You do well if you really fulfill the royal law according to the
scripture, "You shall love your neighbor as yourself."
We have heard these words all of our lives. Some form of the principle of loving our neighbor as we love ourselves is found in every religious tradition. Even more than a theological concept, it is a humanitarian response. This simply means that loving our neighbor is really what it means to be human. In other words, it is something natural to us, something that characterizes how we are meant to be.
On an individual level, it really doesn't take much effort to reach out to uplift another's spirit. And, on a corporate level, it isn't difficult to find worthy causes that need our contribution of time, presence, and energy. Being a good neighbor—loving our neighbor as we love ourselves—isn't hard to figure out.
The spiritual challenge comes when we are so narrow in our own habits, our own views, our own patterns that we cease to feel the respect and sheer admiration for others that we have been graced by God to feel. When that is compromised, our spiritual life shrinks.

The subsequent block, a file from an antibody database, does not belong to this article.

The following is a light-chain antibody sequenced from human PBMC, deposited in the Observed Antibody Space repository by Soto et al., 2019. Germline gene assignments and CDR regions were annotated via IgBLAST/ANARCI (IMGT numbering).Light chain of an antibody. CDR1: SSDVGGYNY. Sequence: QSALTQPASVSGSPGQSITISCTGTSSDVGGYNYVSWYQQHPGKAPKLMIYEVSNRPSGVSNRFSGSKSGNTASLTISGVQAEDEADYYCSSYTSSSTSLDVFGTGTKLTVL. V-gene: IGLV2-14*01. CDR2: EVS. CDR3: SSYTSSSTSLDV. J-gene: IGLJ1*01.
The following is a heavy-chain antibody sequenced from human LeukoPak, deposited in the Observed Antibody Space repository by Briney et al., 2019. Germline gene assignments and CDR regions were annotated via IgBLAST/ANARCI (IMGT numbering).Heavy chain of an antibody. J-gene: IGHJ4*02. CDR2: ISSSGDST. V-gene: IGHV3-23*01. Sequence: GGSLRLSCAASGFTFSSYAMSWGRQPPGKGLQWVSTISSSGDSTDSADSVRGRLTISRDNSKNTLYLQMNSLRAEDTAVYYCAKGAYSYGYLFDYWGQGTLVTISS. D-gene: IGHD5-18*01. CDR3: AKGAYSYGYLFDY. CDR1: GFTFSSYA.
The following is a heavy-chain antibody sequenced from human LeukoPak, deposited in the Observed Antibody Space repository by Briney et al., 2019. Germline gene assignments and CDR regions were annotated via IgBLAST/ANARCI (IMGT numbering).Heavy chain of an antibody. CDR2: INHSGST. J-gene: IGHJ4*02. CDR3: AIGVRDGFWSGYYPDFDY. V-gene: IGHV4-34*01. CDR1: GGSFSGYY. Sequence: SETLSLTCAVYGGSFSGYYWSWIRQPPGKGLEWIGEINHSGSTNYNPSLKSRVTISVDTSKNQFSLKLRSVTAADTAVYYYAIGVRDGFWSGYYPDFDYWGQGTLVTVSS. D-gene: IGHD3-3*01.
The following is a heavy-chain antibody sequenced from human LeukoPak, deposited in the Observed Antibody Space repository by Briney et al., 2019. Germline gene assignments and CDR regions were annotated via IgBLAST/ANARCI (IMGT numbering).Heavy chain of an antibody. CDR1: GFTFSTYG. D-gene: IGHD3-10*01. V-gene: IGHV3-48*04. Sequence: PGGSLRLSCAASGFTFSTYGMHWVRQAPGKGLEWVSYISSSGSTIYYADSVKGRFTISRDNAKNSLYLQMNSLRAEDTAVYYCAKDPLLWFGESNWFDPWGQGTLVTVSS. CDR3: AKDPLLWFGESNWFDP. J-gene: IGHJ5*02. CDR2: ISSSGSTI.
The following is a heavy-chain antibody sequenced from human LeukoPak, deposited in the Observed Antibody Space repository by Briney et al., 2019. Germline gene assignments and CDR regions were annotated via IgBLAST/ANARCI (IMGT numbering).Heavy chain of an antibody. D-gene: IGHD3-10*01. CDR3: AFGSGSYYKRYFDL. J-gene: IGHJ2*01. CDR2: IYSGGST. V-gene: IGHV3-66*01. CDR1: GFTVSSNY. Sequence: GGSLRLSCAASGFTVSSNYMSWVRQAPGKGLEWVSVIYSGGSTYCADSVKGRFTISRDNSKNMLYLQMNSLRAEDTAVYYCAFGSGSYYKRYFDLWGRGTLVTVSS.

When we live out of the love and generosity that God has so abundantly given us, we are able to live harmoniously with anyone who shares our humanity; no matter what walk of life they are from, no matter what habits, views, or patterns define them.
Here's an experiment. The next time you find yourself having difficulty loving your neighbor as yourself, visualize the other person as a cloned mock-up of yourself. What response would you give then? What word would you share? What feelings would you want to encourage? What sensitivity would you offer?
In truth, the full gift of our own humanity is experienced only when we are able to rejoice in the humanity of others.
Gracious God, let my eyes and heart be so open to others that I see them through your eyes of love.
Copyright ©2009 Cleophes Carter, Jr.